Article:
Blackhawks built organization of excellence

It's kind of team Boston would recognize

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Blackhawks winger Patrick Kane on shifting lines planned for Game 1.

Not that long ago in Chicago, the Blackhawks Way meant a half-empty arena on a good night on the West Side, home games nobody could watch on television and apathy that spread from living rooms to the locker room.

Michal Handzus remembers.

"We were one of the worst teams in the NHL and this wasn't a very fun place to play,'' said Handzus, who was with the Hawks for the 2006-07 season and spent the last six years with the Kings and Sharks before rejoining the team via trade in April. "It was pretty sad, night and day compared to now. Now, everything has changed.''

Now, the Blackhawks Way means leading the NHL in attendance for a fifth straight season, making NBC affiliates rich during the playoffs with record TV ratings and becoming an organization others envy.

Now, the Blackhawks Way means winning consistently with players as likable as they are talented, creating a championship environment in the office as well as behind the glass, and meeting impossibly high standards on and off the ice.

"It starts at the top with (Chairman Rocky Wirtz) and (President John McDonough) demanding little details are done right, no cutting corners,'' general manager Stan Bowman said. "John has made sure that we're going to be looked upon as a franchise people would want to pattern themselves after.''

Now, the Blackhawks Way represents something unique in our often tortured sports city, a proven method of excellence unlike any other franchise in town since the Jordan Bulls.

You know, the kind of team Boston would recognize.

When the Patriots do something unorthodox like sign Tim Tebow, people assume from history they know what they are doing. If another NFL team such as, say, the Bears would have done the same thing, people would have demanded to know what they were thinking — or smoking. That's the benefit of the doubt the Patriots have earned, the one the Blackhawks have come closest to receiving among pro sports teams in Chicago.

America's most dominant sports city of the new millennium — Boston has won seven championships since 2000 — routinely experiences championship euphoria every Chicagoan, except Cubs fans, might consider once-in-a-lifetime moments. We are more accustomed to seasons ending with roster autopsies instead of parades.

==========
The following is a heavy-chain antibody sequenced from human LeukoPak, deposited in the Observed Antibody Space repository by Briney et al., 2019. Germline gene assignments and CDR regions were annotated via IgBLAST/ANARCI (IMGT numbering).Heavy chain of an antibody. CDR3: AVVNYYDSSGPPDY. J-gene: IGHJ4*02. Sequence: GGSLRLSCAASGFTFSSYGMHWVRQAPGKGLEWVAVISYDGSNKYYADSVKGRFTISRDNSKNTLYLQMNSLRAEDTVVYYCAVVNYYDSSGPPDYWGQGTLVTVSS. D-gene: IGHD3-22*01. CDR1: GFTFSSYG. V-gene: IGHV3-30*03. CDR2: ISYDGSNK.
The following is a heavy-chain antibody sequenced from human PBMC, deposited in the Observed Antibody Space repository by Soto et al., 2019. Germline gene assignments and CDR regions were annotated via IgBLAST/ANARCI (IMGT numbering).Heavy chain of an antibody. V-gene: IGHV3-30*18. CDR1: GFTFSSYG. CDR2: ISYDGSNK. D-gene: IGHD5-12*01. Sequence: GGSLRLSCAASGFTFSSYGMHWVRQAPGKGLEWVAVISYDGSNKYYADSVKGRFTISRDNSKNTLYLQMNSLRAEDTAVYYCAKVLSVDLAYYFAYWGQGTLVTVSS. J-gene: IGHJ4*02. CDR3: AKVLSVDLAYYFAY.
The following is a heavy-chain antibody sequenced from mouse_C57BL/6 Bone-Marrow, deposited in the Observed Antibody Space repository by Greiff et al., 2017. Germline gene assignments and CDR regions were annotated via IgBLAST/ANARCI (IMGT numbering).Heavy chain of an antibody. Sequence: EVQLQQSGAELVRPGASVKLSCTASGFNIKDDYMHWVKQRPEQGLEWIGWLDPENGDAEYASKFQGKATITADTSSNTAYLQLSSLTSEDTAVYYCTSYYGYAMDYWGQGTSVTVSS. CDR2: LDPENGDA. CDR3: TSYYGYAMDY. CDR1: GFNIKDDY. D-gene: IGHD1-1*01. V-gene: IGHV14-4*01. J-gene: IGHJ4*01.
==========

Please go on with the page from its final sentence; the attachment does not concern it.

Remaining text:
Nobody can say Chicago's teams haven't provided Boston's the sincerest form of flattery: imitation. The Cubs stole Theo Epstein and his baseball blueprint from the Red Sox. The Bulls hired Tom Thibodeau off the Celtics staff. Even Bears general manager Phil Emery copied part of his grand plan from Scott Pioli, the former Chiefs president who earned his reputation helping establish The Patriots Way.

Does any other city make Chicago sports feel so inferior? Bill Buckner and Kevin Garnett enjoyed success in Boston after leaving Chicago. Boston got Nomar Garciaparra's best years, too. Doug Flutie was the opposite, legendary at Boston College but a punch line after he came to the Bears. Bostonians Tony Amonte and Jeremy Roenick starred in Chicago during the 1990s but that hardly made up for the Bruins stealing Phil Esposito away in 1967 in one of the Blackhawks' worst trades ever. I guess Chicago always will have Carlton Fisk.

Indeed, for the city's collective psyche, Chicago needs this Stanley Cup Final worse than Boston. A Blackhawks victory would give us a 2-1 edge in head-to-head championship competition: The Red Sox beat the Cubs in the 1918 World Series but the Bears plastered the Patriots in Super Bowl XX. On Wednesday night at the United Center, they will drop rubber to decide the rubber match amid surprising civic confidence due largely to The Blackhawks Way.

The Hawks falling behind 3-1 in the Red Wings series after winning the Presidents' Trophy was so very Chicago-like. Recovering to win three in a row to advance to the Western Conference finals was so very Blackhawks-like.

You know you are making progress as a hockey organization when you can compare Stanley Cup media days only three years apart. Back in 2010, Blackhawks players seemed proud of themselves as individuals reaching a career plateau. This time, they more loudly echoed an appreciation for an organization that stresses team over me.

Veterans praised the patient development of draft picks Corey Crawford, Andrew Shaw and Brandon Saad. They hailed shrewd trades for Nick Leddy and Handzus and found new ways to compliment fellow members of the core. They commended Bowman for patiently standing pat with the roster after two straight first-round exits. They praised management's behind-the-scenes personal touches such as relocating Handzus' family in April and letting Duncan Keith be present for the birth of his son before a playoff game in May.

"It's the greatest, most amazing organization in the league,'' Dave Bolland exaggerated.

Let's just say the Hawks are four victories away from having 29 teams copy them.

Photographic evidence proves Bowman actually smiled at this year's Media Day. At times during the 2010 finals, Bowman grinned through gritted teeth dreading the salary-cap purge that followed the finals — much less of a concern this time around. The hope Bowman expressed in re-signing Bryan Bickell wasn't even a bluff.

"The position we're in today is much better than three years ago,'' Bowman said. "We had to go through that. It helped us realize that, when we regroup from this, we don't want to have to make those kind of sweeping changes again. We prepared for this moment.''

Championship organizations come to expect these moments. Now, that's the Blackhawks Way.

dhaugh@tribune.com

Twitter @DavidHaugh

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